Wednesday, May 19, 2010

A BLUE SO DARK by Holly Schindler

After obtaining her master’s in English back in 2001, Holly Schindler decided to nix the idea of getting a full-time job in favor of pursuing a writing career, her lifelong dream. She says, “After wearing out a half-dozen or so keyboards drafting far too many manuscripts to count…after revising and submitting and revising again…after seven and a half years of rejections…I sold my first novel, a YA titled A BLUE SO DARK, to Flux!” In addition to her debut novel, Holly sold two more books that will be forthcoming in 2011!

The buzz for A BLUE SO DARK:

"Breathtakingly, gut-wrenchingly authentic...A haunting, realistic view of the melding of art, creativity, and mental illness and their collective impact on a young person’s life."
—Booklist, starred review



“A Blue So Dark is one of those rare books: It never shies away from the darkness yet still manages to find the light. A truly real, emotional, and honest read.”
—Catherine Ryan Hyde, author of Pay it Forward and Love in the Present Tense



“Schindler’s lyrical debut explores the nightmare of mental illness in a voice that is sharp and funny and all her own. This is as real as teen fiction gets. A must-read.”
—Crissa-Jean Chappell, author of Total Constant Order



“A Blue So Dark is a raw, compelling and eloquent portrayal of art and madness, and the freeing, healing gift of creativity. Schindler's voice is brilliant and true.”
—Carrie Jones, New York Times bestselling author of Need and Captivate


Congratulations on your debut and the awesome reviews, Holly! Welcome to the CafĂ©! Let’s get started . . .

Mary: Tell us about your newest book, A BLUE SO DARK.

Holly: In short, A BLUE SO DARK follows a young girl’s attempts to care for her schizophrenic mother (an artist and art teacher), while fearing that her own artistic ability is an indicator that she, too, will become mentally unstable.

Here’s the jacket copy, which offers a little more detail:

"Fifteen-year-old Aura Ambrose has been hiding a secret. Her mother, a talented artist and art teacher, is slowly being consumed by schizophrenia, and Aura has been her sole caretaker ever since Aura’s dad left them. Convinced that “creative” equals crazy, Aura shuns her own artistic talent. But as her mother sinks deeper into the darkness of mental illness, the hunger for a creative outlet draws Aura toward the depths of her imagination. Just as desperation threatens to swallow her whole, Aura discovers that art, love, and family are profoundly linked—and together may offer an escape from her fears."

Mary: It sounds like a gut-wrenching book to write. Do you remember writing the first words? Are they still the same?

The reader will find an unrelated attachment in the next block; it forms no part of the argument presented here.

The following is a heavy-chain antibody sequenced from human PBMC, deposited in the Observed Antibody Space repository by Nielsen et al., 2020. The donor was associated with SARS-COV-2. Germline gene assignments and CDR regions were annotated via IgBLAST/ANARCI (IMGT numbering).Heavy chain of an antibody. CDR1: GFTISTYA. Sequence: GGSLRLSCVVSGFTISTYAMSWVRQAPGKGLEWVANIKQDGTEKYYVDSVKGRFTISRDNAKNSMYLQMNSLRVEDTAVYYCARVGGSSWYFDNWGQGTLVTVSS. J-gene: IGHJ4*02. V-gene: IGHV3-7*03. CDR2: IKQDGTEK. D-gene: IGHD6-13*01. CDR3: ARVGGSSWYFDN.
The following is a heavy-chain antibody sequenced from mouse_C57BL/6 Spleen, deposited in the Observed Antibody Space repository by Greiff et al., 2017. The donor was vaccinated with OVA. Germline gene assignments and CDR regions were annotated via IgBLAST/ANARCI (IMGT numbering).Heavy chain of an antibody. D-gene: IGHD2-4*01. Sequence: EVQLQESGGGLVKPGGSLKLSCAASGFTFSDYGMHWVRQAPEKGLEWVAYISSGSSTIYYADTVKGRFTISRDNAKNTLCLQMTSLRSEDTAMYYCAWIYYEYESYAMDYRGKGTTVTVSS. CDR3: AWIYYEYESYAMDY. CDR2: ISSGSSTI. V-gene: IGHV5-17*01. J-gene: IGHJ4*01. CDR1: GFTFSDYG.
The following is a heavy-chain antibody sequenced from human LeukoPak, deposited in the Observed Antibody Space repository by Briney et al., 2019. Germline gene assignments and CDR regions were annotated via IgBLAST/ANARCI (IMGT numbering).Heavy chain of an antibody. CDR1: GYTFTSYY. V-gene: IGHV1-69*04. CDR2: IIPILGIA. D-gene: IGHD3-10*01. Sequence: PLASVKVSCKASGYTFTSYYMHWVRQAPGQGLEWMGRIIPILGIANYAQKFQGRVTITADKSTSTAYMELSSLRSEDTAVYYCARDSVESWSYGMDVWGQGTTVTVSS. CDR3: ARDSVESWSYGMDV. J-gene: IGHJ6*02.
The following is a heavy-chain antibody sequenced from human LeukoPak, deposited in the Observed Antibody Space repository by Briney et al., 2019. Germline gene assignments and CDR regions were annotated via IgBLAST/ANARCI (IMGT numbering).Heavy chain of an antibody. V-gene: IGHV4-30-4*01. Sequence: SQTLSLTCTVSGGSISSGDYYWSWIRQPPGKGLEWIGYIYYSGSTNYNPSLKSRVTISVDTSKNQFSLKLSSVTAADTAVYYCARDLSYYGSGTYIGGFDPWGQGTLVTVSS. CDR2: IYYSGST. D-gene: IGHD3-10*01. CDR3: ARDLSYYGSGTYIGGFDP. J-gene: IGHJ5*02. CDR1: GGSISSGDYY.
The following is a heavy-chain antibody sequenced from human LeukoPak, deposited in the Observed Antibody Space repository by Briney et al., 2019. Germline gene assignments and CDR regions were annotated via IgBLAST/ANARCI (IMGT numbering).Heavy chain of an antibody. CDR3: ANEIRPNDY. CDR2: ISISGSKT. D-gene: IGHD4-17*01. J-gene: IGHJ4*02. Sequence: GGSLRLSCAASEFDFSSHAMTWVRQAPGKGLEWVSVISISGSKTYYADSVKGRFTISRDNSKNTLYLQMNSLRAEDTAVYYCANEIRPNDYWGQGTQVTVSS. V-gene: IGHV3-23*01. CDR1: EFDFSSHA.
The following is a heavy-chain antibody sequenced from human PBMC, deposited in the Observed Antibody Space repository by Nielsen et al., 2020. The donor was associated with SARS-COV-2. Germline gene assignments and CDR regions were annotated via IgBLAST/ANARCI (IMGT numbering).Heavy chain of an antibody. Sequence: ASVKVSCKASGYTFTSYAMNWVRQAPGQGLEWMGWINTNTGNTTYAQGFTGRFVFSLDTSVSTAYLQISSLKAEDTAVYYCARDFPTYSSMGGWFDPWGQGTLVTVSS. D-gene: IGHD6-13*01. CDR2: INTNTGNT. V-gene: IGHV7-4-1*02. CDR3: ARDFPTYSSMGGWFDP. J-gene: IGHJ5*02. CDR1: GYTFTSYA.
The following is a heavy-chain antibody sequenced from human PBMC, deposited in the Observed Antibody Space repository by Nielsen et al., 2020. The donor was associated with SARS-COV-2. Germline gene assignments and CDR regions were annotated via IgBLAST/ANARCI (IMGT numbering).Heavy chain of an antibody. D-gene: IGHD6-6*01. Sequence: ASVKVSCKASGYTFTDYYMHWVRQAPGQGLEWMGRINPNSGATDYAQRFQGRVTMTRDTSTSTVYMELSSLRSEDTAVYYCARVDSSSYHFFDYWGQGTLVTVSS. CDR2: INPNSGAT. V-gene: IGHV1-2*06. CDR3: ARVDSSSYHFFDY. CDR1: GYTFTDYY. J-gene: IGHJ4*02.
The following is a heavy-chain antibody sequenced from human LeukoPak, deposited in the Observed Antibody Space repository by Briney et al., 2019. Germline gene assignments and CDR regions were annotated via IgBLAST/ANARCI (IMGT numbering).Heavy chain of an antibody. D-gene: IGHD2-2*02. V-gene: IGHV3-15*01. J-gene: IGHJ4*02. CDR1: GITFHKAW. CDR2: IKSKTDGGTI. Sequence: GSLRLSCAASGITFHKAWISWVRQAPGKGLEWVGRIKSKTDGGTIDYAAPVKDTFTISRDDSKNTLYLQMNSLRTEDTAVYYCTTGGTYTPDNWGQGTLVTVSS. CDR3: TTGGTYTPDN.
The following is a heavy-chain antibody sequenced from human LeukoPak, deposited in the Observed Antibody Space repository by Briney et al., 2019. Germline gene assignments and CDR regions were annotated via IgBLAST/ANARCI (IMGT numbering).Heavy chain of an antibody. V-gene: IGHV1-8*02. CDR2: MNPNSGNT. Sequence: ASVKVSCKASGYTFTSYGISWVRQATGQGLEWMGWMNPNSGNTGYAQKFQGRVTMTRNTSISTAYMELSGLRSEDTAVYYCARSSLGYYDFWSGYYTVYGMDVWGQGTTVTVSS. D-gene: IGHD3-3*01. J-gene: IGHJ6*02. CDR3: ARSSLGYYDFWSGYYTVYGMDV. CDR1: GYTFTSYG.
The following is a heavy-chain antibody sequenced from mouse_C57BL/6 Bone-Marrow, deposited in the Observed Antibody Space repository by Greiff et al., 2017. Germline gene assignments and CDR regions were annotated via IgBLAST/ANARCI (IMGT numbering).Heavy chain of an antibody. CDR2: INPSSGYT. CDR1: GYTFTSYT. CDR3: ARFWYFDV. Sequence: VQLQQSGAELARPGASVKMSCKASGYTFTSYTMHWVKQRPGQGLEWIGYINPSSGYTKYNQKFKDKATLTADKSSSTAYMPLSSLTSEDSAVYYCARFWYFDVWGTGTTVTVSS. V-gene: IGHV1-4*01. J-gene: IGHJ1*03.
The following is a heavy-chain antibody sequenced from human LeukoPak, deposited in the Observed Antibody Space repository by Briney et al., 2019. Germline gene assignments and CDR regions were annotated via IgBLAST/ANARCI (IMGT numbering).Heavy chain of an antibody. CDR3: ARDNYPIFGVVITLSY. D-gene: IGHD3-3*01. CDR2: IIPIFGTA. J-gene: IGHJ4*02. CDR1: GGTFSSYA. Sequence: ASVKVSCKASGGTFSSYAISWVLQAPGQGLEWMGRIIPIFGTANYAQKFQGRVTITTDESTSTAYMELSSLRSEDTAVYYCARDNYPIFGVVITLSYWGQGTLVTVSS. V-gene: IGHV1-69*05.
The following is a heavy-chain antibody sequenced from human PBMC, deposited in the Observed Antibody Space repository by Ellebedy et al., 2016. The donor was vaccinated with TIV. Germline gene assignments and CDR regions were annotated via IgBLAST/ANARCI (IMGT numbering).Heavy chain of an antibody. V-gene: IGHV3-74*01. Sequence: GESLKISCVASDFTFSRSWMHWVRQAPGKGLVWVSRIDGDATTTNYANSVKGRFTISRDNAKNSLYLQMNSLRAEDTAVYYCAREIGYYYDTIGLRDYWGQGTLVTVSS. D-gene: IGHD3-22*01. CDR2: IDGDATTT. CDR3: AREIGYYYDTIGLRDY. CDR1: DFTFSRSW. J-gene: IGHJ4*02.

Holly: I remember writing the scene in the kitchen, which appears in chapter 1: Aura making a sandwich for her mother, who’s already beginning a descent into madness.

But as I rewrote and rewrote, the mermaids (driftwood carvings that were always hanging from the ceiling of the kitchen) began to feature more dominantly in the book. The last things I wrote were the prologue and epilogue (which both take place in Florida). I really love the bookends they put on the novel. With Aura being in the same physical place at the beginning and end of the book, it kind of forces readers to consider the EMOTIONAL place she’s in at the novel’s start and at the novel’s end.

Mary: What is the hardest part of writing for you?

Holly: First draft. I think most readers assume that the first draft is the fun part—the discovery part, the time when an author’s imagination can run wild. But I really dislike the first draft. It’s sort of painful for me to have to start from scratch.

Revision? I ADORE revision. I feel much, MUCH better when I get something DOWN to work with.

Mary: I'm right there with you on revision. That’s when the fun starts.

Holly: The thing is, I love a book that’s layered. A book that has multiple dimensions. And I think a book gets layered with successive rewrites. Every single time an author goes back, she (or he) adds a new subplot. Or a secondary character that forces the protagonist to reveal another dimension of their personality. Or a simple turn-of-events that notches up the tension in what can so often be the saggy mid-section of a book.

When I’m writing that first draft, it seems so…two-dimensional to me. But once I start to go back, start to add in all those layers, and my book starts to come alive? THAT’S when my juices REALLY start flowing.

Mary: Do you work on more than one book at a time?

Holly: I ALWAYS have another book in the works. I’ve got a towering stack of manuscripts that I drafted in my pre-acceptance period, which now need to be revised and resubmitted. And, of course, there are the two books that are still in development. I know…to go from no publications to THREE in one year…I was incredibly lucky.